Sorry to be a kill-joy, but the rising demand for flat-screen televisions could have a greater impact on climate change than the world’s largest coal-fired power stations, according to scientists.
To make TVs, manufacturers use a greenhouse gas called nitrogen trifluoride, which is 17,000 times more potent than carbon dioxide. Despite this, as the sets have become more popular, annual production of the gas has risen to about 4,000 tonnes.
The problem is that no one knows how much is being released into the atmosphere, according to Michael Prather, director of the environment institute at the University of California, Irvine. Prather’s research reveals that production of the gas, which remains in the atmosphere for 550 years, is “exploding” and is expected to double by next year.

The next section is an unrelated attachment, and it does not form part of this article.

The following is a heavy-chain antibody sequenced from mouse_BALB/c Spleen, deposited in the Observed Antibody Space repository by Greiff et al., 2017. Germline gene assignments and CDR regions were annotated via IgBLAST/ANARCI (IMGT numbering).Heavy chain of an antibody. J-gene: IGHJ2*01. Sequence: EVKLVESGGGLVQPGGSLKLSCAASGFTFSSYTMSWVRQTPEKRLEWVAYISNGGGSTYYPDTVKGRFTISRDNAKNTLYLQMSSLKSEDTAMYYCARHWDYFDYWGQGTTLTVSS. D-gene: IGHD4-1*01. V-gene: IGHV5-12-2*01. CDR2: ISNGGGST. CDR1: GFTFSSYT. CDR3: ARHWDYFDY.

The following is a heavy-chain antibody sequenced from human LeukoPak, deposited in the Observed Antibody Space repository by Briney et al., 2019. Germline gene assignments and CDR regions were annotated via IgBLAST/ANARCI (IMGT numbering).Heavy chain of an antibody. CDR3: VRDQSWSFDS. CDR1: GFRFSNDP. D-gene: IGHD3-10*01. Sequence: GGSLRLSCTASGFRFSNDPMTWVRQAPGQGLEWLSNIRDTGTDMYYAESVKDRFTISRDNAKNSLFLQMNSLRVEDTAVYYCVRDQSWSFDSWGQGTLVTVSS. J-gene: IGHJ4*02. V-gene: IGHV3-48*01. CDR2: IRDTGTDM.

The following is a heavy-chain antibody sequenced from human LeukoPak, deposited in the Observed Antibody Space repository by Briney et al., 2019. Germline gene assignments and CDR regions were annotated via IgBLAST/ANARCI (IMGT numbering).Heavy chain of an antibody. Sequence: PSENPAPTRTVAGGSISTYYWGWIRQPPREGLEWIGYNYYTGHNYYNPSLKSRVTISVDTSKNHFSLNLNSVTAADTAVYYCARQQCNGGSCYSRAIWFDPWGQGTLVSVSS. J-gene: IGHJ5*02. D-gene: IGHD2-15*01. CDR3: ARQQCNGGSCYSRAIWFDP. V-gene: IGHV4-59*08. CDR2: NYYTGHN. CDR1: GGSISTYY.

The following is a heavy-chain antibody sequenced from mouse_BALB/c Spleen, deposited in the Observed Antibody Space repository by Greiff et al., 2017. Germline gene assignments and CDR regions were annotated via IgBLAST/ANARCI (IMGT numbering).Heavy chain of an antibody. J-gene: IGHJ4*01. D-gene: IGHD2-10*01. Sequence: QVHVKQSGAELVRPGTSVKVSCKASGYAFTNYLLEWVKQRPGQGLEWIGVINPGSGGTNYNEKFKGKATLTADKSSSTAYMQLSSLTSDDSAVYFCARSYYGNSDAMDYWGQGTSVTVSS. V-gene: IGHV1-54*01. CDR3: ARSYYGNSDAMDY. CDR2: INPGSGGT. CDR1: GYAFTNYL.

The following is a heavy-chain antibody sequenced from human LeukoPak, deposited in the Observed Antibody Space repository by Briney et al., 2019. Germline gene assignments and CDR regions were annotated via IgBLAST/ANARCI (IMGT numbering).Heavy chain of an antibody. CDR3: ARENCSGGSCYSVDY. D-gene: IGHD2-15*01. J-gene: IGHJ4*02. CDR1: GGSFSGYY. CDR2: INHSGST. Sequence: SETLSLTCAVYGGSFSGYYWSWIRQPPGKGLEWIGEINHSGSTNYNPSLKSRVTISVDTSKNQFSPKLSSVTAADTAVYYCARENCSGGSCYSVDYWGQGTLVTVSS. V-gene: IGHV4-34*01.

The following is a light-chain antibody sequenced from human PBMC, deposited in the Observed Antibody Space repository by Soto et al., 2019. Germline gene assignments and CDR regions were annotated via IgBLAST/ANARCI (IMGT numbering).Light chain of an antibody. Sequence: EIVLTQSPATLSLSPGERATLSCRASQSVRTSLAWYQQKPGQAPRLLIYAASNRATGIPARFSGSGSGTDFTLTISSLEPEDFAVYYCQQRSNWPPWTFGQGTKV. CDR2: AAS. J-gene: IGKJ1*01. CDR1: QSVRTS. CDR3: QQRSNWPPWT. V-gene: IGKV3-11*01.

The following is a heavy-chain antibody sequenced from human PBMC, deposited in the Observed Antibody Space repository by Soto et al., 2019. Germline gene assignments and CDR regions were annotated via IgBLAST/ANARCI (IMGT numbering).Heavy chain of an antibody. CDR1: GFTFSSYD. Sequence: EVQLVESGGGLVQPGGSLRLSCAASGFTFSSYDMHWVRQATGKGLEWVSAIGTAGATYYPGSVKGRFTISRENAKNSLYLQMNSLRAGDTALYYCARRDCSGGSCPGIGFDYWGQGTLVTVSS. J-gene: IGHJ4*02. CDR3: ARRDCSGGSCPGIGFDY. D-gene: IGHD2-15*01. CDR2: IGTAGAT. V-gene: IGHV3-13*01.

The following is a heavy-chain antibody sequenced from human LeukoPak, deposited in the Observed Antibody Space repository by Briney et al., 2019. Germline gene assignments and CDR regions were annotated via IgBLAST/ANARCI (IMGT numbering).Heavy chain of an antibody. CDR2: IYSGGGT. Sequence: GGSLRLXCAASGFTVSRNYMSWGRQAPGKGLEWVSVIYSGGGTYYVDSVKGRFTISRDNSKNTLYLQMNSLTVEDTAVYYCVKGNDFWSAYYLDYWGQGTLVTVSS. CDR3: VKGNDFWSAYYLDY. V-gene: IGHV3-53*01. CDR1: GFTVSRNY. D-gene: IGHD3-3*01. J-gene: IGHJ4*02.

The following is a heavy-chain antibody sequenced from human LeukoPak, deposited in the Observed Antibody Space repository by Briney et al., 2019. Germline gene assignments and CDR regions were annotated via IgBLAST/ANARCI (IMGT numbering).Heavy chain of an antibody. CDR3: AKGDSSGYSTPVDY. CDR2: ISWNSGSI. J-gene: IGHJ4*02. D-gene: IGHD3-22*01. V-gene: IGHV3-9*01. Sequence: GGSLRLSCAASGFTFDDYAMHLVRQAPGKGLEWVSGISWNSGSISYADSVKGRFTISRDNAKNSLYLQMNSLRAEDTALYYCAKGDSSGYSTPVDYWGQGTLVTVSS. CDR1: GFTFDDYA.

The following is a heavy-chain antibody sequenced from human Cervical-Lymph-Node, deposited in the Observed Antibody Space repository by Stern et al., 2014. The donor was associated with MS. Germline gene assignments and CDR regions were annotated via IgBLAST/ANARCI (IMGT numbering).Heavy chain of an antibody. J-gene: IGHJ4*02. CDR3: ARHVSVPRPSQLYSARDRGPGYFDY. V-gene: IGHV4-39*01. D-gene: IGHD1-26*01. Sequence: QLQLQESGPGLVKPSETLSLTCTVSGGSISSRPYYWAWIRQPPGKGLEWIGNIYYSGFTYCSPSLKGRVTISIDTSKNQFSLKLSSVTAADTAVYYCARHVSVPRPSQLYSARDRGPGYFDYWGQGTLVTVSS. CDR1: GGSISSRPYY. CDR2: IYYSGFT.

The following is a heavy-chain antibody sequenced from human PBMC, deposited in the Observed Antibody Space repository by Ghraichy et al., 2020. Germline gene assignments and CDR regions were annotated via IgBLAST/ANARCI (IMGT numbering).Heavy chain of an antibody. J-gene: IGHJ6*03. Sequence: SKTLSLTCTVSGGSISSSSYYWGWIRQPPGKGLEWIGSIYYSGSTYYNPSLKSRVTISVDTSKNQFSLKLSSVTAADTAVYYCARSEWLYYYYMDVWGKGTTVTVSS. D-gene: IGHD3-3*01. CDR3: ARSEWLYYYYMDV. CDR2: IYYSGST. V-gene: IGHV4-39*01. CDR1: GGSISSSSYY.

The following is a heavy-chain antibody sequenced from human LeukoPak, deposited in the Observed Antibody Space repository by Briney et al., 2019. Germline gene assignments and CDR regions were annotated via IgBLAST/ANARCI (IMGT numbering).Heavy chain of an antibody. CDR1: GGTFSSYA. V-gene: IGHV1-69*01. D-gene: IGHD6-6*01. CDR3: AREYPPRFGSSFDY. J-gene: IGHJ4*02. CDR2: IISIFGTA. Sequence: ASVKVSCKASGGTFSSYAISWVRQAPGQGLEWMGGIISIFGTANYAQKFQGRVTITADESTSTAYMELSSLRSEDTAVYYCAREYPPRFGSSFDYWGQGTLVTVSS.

Writing in the journal Geophysical Research Letters, Prather and a colleague, Juno Hsu, state that this year’s production of the gas is equivalent to 67m tonnes of carbon dioxide, meaning it emits the same as one “of the world’s largest coal-fired power plants.”